January 9, 2014
Conference spending at federal agencies has decreased by hundreds of millions of dollars in the last three years, according to a new congressional report.
Rep. John Mica, R-Fla., pointed to increased oversight by Congress and agency inspectors general as the impetus for the savings. The House Oversight and Government Reform committee member highlighted in his report agencies recently in the spotlight for excessive conference spending, including the Internal Revenue Service, the General Services Administration, the Veterans Affairs Department and the Defense Department.
“The federal government bears significant responsibility for wasting taxpayer dollars on unacceptable and unnecessary conferences,” Mica wrote in the report. “Congressional and inspector general oversight has led to the implementation of tighter controls over conference spending and the elimination of frivolous and gratuitous expenditures…. These reforms and increased transparency have put departments and agencies on notice that wasteful spending on conferences will no longer be tolerated.”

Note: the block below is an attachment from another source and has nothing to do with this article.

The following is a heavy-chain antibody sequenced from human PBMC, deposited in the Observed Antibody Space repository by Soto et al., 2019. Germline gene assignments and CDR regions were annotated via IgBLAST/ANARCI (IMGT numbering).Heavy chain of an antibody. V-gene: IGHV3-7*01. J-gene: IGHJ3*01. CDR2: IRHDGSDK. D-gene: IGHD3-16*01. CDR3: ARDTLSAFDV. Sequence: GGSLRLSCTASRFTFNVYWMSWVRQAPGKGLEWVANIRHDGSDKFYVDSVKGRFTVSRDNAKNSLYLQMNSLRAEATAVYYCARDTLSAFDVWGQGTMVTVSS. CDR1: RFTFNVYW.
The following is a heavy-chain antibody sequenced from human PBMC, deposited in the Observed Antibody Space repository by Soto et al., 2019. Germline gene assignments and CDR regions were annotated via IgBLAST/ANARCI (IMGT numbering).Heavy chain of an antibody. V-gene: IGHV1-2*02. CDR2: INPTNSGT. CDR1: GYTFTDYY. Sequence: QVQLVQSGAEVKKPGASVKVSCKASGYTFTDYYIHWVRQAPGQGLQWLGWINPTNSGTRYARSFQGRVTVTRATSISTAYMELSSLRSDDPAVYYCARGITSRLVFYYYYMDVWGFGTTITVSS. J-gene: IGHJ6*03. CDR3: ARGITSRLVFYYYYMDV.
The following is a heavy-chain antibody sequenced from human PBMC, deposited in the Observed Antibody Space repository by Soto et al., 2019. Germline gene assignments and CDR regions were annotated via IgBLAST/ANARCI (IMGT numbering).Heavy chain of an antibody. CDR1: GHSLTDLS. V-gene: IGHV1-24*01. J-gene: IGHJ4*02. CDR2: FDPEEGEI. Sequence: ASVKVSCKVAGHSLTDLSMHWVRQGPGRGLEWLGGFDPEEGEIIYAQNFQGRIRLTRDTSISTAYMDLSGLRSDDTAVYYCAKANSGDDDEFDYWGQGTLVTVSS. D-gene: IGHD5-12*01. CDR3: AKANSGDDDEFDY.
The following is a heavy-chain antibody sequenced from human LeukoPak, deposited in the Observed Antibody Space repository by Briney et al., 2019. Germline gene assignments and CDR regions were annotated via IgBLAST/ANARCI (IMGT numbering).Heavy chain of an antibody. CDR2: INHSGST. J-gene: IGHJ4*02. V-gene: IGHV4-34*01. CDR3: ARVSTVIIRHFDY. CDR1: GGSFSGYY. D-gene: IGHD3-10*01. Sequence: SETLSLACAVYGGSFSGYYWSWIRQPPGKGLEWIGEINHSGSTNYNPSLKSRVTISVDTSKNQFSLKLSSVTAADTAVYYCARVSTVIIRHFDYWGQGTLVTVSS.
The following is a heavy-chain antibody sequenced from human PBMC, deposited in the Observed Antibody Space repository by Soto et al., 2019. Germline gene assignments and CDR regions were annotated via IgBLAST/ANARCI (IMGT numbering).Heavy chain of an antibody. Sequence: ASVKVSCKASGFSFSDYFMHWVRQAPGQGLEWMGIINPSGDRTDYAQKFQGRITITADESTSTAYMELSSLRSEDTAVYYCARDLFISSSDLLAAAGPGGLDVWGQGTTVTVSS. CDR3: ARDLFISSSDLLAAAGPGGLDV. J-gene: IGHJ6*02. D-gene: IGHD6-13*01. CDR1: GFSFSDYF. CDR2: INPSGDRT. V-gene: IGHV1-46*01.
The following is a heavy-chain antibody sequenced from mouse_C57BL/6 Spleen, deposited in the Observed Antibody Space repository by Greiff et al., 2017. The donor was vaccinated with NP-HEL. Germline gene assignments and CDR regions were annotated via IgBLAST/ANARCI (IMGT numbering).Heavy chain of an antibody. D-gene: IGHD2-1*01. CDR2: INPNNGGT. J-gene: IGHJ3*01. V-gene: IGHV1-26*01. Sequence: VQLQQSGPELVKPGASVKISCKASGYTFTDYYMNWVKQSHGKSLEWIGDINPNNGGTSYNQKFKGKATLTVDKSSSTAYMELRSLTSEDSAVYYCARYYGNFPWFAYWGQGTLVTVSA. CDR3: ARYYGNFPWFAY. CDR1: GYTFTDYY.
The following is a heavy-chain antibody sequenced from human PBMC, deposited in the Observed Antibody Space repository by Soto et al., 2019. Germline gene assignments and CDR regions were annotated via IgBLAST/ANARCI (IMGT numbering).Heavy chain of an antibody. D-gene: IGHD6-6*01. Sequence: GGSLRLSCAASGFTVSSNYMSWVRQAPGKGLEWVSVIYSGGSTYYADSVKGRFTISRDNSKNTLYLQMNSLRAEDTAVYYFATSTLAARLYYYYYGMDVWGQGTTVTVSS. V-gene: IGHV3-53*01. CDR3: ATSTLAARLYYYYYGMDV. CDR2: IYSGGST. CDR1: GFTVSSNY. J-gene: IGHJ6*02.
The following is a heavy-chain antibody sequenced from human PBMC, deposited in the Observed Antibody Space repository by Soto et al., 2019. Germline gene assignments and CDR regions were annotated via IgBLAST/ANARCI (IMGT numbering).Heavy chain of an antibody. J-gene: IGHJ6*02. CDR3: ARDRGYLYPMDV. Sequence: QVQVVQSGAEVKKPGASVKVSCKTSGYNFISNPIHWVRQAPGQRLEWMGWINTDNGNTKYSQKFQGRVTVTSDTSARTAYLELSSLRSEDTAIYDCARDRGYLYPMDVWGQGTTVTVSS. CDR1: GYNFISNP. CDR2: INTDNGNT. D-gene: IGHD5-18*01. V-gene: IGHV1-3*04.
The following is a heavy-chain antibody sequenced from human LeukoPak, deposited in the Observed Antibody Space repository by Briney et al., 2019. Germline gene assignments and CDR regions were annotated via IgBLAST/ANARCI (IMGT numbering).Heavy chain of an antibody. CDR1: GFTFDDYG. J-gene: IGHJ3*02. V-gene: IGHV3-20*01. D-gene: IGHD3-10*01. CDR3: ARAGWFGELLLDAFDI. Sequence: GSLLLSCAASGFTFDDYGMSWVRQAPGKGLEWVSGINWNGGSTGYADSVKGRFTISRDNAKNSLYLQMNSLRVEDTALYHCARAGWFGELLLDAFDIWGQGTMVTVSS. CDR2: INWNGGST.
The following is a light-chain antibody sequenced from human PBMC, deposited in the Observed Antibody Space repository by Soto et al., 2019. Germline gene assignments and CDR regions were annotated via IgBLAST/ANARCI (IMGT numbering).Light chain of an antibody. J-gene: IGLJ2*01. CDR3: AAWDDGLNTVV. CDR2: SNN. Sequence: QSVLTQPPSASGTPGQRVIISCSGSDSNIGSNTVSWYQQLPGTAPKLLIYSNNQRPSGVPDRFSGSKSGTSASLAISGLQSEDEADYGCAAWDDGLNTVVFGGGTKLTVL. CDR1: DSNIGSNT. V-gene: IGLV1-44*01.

Mica led the charge against the GSA’s infamously extravagant $820,000 conference in 2010 after the wasteful spending came to light in a 2012 IG report. The event caused then-GSA Administrator Martha Johnson to resign and President Obama to issue an executive order to curb conference spending and increase oversight of such expenses.
In fiscal 2010, GSA spent $10.9 million on conferences. In fiscal 2012, the latest data available in the report, the agency spent just $1.3 million, an 88 percent decrease. The VA spent $86.5 million on conferences in fiscal 2011, Mica found, but that number was down to $7.5 million in fiscal 2012.
Defense and IRS both have saved more than $64 million in conference spending since fiscal 2010 due to cuts and oversight. Those two agencies, in addition to VA and GSA, saved taxpayers more than $219 million by reducing conference spending since fiscal 2010.
Mica estimated the overall governmentwide savings could total more than $500 million annually.
January 9, 2014